This is the unofficial seminar homepage of the GAPT group at Cardiff University.
The research interests of the GAPT group sweep a broad range of topics, from algebra, geometry, topology, including operator algebras, and non-commutative geometry in pure mathematics, to algebraic and conformal quantum field theory and integrable statistical mechanics in mathematical physics. Usually the seminar takes place every Thursday at 15:10. Speakers give 50 minute talks. In the autumn semester 2020 the GAPT seminar will be a virtual seminar on Zoom due to the Coronavirus pandemic. Past Events: |

**Upcoming Seminar Talks**

**Thursday, 8th October 2020 14:00 - 15:00 (note the different time) Zoom**

César Galindo (Universidad de los Andes / Universität Hamburg)

Braided Zesting and its applications

In this talk, I will introduce a construction of new braided fusion categories from a given category known as zesting. This method has been used in the past to provide categorifications of new fusion rule algebras, modular data, and minimal modular extensions of super-modular categories. We will present a complete obstruction theory and parametrisation approach to the construction and illustrate its utility with several examples.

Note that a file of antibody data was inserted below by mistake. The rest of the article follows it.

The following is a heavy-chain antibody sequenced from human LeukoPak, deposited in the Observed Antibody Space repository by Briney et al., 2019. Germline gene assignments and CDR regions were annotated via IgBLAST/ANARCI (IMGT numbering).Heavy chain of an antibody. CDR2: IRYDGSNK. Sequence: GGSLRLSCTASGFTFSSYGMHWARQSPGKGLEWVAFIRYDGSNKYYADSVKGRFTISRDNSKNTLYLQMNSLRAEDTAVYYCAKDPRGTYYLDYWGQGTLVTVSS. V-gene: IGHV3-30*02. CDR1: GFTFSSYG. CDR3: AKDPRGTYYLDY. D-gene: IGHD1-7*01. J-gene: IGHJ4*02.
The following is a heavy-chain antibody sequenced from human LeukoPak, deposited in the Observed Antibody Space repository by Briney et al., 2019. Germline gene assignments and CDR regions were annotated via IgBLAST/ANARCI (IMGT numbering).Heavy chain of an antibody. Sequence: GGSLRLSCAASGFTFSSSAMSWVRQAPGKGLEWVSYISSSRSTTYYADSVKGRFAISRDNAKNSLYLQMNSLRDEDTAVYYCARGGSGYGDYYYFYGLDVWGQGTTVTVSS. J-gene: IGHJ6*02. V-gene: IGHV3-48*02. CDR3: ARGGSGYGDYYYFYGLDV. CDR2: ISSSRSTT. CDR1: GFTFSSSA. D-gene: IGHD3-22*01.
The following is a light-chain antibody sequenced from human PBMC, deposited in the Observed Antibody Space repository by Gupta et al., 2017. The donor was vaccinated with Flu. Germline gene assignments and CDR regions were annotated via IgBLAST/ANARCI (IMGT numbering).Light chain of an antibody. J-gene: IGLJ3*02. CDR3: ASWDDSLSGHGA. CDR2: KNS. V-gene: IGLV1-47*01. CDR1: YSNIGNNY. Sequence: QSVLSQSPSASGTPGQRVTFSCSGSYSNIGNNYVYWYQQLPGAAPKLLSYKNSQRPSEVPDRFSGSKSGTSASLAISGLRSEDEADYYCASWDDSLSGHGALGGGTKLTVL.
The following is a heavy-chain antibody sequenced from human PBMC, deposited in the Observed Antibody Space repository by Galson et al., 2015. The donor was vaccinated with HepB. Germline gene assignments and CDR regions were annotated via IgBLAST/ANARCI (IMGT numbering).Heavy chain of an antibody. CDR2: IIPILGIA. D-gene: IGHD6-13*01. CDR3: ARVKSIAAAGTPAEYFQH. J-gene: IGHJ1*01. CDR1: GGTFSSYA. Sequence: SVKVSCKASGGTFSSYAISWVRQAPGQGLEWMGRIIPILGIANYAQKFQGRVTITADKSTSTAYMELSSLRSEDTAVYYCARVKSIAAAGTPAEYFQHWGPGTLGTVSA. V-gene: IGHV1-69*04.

The talk is based on the manuscript https://arxiv.org/abs/2005.05544 a joint work with Colleen Delaney, Julia Plavnik, Eric C. Rowell, and Qing Zhang.

**- please contact me to get the Zoom login data**Braided Zesting and its applications

In this talk, I will introduce a construction of new braided fusion categories from a given category known as zesting. This method has been used in the past to provide categorifications of new fusion rule algebras, modular data, and minimal modular extensions of super-modular categories. We will present a complete obstruction theory and parametrisation approach to the construction and illustrate its utility with several examples.

The talk is based on the manuscript https://arxiv.org/abs/2005.05544 a joint work with Colleen Delaney, Julia Plavnik, Eric C. Rowell, and Qing Zhang.

**Thursday, 22nd October 2020 15:10 - 16:00 Zoom**

Jamie Walton (University of Nottingham)

Aperiodic Order: The Mathematics of Systems of Approximate Symmetry